SE: This is a generalization, of course, but I would say that it is basically true. For the opponents of the war, on the contrary, the war has become an existential challenge. Sometimes they even make themselves experience it as such: “I cannot live an ordinary life. I must remember that there is a war going on.”
But isn’t there a contradiction here? The “non-opponents” of the war do not regard it as a personal matter, but we are saying that they feel pressure from their loved ones, are trying to find their own identity, and are grasping for rationalizations.
SE: This is a difficult question, but let’s try thinking about it. Compared to opponents, supporters and doubters are more likely to try to rid themselves of negative thoughts, to distance themselves from the war. And yet it regularly makes its presence felt. The latter is a new trend, and many of [our respondents] do not like it: they would prefer to live their lives without being reminded about the war. But it has become more difficult to do this.
MA: In our research on how the war is seen by Russians, we have been observing what I had observed in my pre-war research. People, if they are not politicized, rarely hold consistent positions at all. I will give an example from my research on Russian perceptions of the conflict between Russia and Ukraine prior to February 24. A person has a smorgasbord of different political ideas. He supports all the decisions made by the authorities, including the annexation of Crimea and military backing for the so-called DPR and LPR. And yet half an hour later he says, “Basically, it would be a good idea to withdraw the troops and leave Ukraine alone. It’s bad for us.” It’s just that he hadn’t needed to make connections between his disparate views on this issue before. This necessity emerged during our conversation.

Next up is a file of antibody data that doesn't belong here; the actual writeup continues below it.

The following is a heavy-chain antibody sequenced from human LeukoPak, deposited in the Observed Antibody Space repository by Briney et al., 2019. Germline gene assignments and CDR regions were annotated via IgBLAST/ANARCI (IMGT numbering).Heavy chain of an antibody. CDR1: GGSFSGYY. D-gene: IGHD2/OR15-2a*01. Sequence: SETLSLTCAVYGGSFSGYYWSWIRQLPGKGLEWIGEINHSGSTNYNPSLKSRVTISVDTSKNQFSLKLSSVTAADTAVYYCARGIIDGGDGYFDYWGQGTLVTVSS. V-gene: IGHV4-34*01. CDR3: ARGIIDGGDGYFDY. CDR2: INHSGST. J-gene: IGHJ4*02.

We have been observing the same thing now. People are trying to push the war out of their lives. They need arguments in favor of the war — not because it is their political position, but because it is safer to live that way. For many of our respondents, the interview was like an exam in which they were forced for the first time to think about logical chains and formulate at least some kind of a clear opinion about the war, which they had not tried to formulate before.